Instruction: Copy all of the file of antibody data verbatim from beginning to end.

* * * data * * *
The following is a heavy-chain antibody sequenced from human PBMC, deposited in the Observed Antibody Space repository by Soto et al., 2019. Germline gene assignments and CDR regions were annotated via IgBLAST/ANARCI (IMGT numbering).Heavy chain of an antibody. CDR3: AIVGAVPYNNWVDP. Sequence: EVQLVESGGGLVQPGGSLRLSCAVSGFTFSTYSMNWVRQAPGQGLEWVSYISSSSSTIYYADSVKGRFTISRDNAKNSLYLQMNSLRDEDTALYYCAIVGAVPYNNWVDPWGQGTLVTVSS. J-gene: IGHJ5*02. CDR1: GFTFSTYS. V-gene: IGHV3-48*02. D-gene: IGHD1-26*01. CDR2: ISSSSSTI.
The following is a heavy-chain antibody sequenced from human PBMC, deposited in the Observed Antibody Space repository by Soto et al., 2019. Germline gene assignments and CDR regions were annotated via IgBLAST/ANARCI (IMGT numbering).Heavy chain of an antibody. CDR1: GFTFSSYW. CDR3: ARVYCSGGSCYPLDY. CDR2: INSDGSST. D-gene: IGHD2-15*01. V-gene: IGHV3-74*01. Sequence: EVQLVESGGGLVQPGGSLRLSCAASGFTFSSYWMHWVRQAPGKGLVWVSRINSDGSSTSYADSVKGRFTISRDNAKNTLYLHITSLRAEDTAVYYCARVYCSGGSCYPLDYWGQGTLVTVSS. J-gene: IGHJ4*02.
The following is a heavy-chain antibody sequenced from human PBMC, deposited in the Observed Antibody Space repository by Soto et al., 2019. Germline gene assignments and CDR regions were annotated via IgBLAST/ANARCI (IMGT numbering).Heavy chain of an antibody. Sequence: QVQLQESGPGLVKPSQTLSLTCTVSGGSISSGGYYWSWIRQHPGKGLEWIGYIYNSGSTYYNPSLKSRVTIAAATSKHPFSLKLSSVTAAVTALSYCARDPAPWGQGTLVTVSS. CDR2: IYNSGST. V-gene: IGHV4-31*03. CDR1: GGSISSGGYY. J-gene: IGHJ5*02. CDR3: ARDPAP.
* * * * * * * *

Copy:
The following is a heavy-chain antibody sequenced from human PBMC, deposited in the Observed Antibody Space repository by Soto et al., 2019. Germline gene assignments and CDR regions were annotated via IgBLAST/ANARCI (IMGT numbering).Heavy chain of an antibody. CDR3: AIVGAVPYNNWVDP. Sequence: EVQLVESGGGLVQPGGSLRLSCAVSGFTFSTYSMNWVRQAPGQGLEWVSYISSSSSTIYYADSVKGRFTISRDNAKNSLYLQMNSLRDEDTALYYCAIVGAVPYNNWVDPWGQGTLVTVSS. J-gene: IGHJ5*02. CDR1: GFTFSTYS. V-gene: IGHV3-48*02. D-gene: IGHD1-26*01. CDR2: ISSSSSTI.
The following is a heavy-chain antibody sequenced from human PBMC, deposited in the Observed Antibody Space repository by Soto et al., 2019. Germline gene assignments and CDR regions were annotated via IgBLAST/ANARCI (IMGT numbering).Heavy chain of an antibody. CDR1: GFTFSSYW. CDR3: ARVYCSGGSCYPLDY. CDR2: INSDGSST. D-gene: IGHD2-15*01. V-gene: IGHV3-74*01. Sequence: EVQLVESGGGLVQPGGSLRLSCAASGFTFSSYWMHWVRQAPGKGLVWVSRINSDGSSTSYADSVKGRFTISRDNAKNTLYLHITSLRAEDTAVYYCARVYCSGGSCYPLDYWGQGTLVTVSS. J-gene: IGHJ4*02.
The following is a heavy-chain antibody sequenced from human PBMC, deposited in the Observed Antibody Space repository by Soto et al., 2019. Germline gene assignments and CDR regions were annotated via IgBLAST/ANARCI (IMGT numbering).Heavy chain of an antibody. Sequence: QVQLQESGPGLVKPSQTLSLTCTVSGGSISSGGYYWSWIRQHPGKGLEWIGYIYNSGSTYYNPSLKSRVTIAAATSKHPFSLKLSSVTAAVTALSYCARDPAPWGQGTLVTVSS. CDR2: IYNSGST. V-gene: IGHV4-31*03. CDR1: GGSISSGGYY. J-gene: IGHJ5*02. CDR3: ARDPAP.